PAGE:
After long days of debate and backroom chatter, I reached a point of deep cynicism at WHA68, unable to see any way out of its institutional inanity. The key message is that there is no key message. No consistency exists in visions of an improved, fit-for-purpose WHO.

Examples I heard voiced from the floor of the WHA68 include:

  • Claus Sorensen, ECHO (the European Commission’s Humanitarian Aid and Civil Protection department): “I’m fishing for an effective organization inside [the WHO] that has capacity of giving us forward warning, capable of supporting health clusters in all different catastrophes. The responsibility for health crises must stay inside WHO, but that requires changes. There must be sufficient command-and-control capacity, surge capacity.”
  • Tim Evans, World Bank: “The Liberian medical school had 20 faculty — now 10, post-Ebola. Harvard has more than 10,000 medical faculty. We have to recognize that this is a development crisis.… WHO must be WHO, first and foremost, and we must have a strong WHO.”
  • Save the Children’s Simon Wright and the Iraqi delegation in agreement: “We need WHO to play the role of a coordinator.”
  • Barbara Stocking, United Kingdom: “We have two systems working, but not speaking to each other. One is public health; the other is a whole-of-U.N. emergency structure. The U.N. needs to learn more about public health, and WHO needs to learn more about humanitarian responses.”
  • Mexico: “The key error was the non-activation of the United Nations Health Cluster [in the Ebola crisis] — that was a key error. We need different systems of alert, with tiers. The largest gap at WHO is the absence of a command structure.”
  • Lebanon: “We need to overcome the bureaucracy of the WHO. WHO’s response [to Ebola] was imprudent and lengthy, lacking political and financial support.”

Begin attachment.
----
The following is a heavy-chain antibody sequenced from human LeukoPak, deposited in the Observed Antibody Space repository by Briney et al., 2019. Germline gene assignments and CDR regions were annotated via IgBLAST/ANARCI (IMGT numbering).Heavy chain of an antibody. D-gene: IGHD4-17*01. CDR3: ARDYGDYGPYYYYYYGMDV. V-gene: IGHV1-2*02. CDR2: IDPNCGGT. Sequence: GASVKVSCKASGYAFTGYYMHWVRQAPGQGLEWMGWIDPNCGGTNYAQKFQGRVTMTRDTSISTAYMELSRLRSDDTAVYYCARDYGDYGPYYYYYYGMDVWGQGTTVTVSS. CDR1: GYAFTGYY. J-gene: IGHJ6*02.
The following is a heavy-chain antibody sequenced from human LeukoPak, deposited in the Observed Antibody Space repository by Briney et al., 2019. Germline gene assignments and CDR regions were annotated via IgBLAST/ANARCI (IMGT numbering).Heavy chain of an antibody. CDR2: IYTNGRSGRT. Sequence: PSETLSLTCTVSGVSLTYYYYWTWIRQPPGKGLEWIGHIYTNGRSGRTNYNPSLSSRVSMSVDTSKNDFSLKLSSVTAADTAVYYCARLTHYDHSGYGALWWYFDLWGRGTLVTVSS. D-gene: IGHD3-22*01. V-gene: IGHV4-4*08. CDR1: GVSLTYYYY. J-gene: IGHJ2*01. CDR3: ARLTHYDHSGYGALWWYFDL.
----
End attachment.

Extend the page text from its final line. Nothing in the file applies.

• Denmark: “There must be deep, substantial, and structural change in all layers [at the WHO].”
  • Jamaica: “WHO needs to rebuild the trust of the member states.”
  • Saudi Arabia: “We need a robust and sustained response capacity at WHO.”
  • Norway: “This is a defining moment for WHO. The states will look elsewhere if WHO fails to reform.”
  • Iran: “We need a strong global health system with the capacity to detect infectious diseases. An emergency health workforce must work with domestic military forces.”
  • United States: “UNMEER has not been the best model. We need an all-hazards mandate, unified command and control in WHO.”
  • Cuba: “We need a greater synergy between WHO and the rest of the U.N., with WHO leading the health sector.”
  • Switzerland: “A change of WHO culture is necessary for emergency responses. You can’t manage a crisis the same way you set norms and standards. We need a stronger WHO that is not duplicative of other U.N. agencies.”
  • Germany: “We need a detailed analysis of mistakes made — it’s the only way WHO can regain its credibility. We need a better-understood role for WHO.”
  • Sudan (which has twice faced Ebola outbreaks): “We think fighting epidemics should mean supporting countries like Sudan. Preparedness is the key.”
  • Brazil: “WHO should be at the center of global health emergencies. But it must strengthen its leadership and continue in its role-setting norms and standards.”

The World Bank has expressed interest in taking over several emergency-response features and not only commanding financing. The bank’s often repeated interest is widely viewed as usurping the WHO’s authority, and I found little interest at WHA68 in, as one African delegate put it to me, “letting a bunch of economists run the next epidemic.”

Read “The Ebola Review, Part II: The G-7 is gathering to tackle the world’s biggest problems. It’s starting with Ebola — and what the World Health Organization did wrong.”

FABRICE COFFRINI/AFP/Getty Images

About the Author

Laurie Garrett is senior fellow for global health at the Council on Foreign Relations and a Pulitzer Prize winning science writer.